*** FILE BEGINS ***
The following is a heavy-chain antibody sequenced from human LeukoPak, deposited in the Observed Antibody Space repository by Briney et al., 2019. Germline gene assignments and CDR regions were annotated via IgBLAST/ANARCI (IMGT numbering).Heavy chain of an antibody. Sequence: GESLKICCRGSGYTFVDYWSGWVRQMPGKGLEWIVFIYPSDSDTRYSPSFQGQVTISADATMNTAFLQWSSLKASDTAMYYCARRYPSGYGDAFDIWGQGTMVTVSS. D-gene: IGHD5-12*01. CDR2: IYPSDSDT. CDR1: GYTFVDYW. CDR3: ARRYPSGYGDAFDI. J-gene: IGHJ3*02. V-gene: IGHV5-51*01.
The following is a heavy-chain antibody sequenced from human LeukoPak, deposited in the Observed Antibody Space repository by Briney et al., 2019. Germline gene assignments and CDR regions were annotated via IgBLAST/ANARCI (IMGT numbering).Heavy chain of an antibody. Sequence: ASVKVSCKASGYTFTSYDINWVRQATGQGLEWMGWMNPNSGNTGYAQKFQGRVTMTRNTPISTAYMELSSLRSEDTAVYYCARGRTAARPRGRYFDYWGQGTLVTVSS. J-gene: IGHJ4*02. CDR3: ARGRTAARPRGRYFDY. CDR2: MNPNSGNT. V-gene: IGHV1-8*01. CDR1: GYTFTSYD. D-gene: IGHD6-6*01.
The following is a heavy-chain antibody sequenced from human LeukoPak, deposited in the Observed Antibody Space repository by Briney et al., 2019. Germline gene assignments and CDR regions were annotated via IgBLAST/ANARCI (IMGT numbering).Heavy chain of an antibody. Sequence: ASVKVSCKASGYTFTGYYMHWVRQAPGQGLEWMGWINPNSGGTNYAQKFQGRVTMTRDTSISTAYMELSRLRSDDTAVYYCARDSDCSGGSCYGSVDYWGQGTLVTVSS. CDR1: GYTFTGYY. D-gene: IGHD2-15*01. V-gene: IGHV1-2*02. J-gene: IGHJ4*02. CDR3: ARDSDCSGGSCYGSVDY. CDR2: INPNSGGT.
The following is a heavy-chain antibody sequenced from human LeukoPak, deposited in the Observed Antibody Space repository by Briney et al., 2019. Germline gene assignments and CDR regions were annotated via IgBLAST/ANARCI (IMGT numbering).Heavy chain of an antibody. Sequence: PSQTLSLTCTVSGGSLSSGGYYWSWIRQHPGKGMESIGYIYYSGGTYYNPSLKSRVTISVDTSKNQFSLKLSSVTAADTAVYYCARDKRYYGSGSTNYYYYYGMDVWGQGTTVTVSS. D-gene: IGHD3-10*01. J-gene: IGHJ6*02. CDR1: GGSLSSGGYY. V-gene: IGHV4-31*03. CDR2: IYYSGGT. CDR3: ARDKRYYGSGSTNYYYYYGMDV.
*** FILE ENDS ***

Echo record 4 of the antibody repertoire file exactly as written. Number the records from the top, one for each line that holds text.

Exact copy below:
The following is a heavy-chain antibody sequenced from human LeukoPak, deposited in the Observed Antibody Space repository by Briney et al., 2019. Germline gene assignments and CDR regions were annotated via IgBLAST/ANARCI (IMGT numbering).Heavy chain of an antibody. Sequence: PSQTLSLTCTVSGGSLSSGGYYWSWIRQHPGKGMESIGYIYYSGGTYYNPSLKSRVTISVDTSKNQFSLKLSSVTAADTAVYYCARDKRYYGSGSTNYYYYYGMDVWGQGTTVTVSS. D-gene: IGHD3-10*01. J-gene: IGHJ6*02. CDR1: GGSLSSGGYY. V-gene: IGHV4-31*03. CDR2: IYYSGGT. CDR3: ARDKRYYGSGSTNYYYYYGMDV.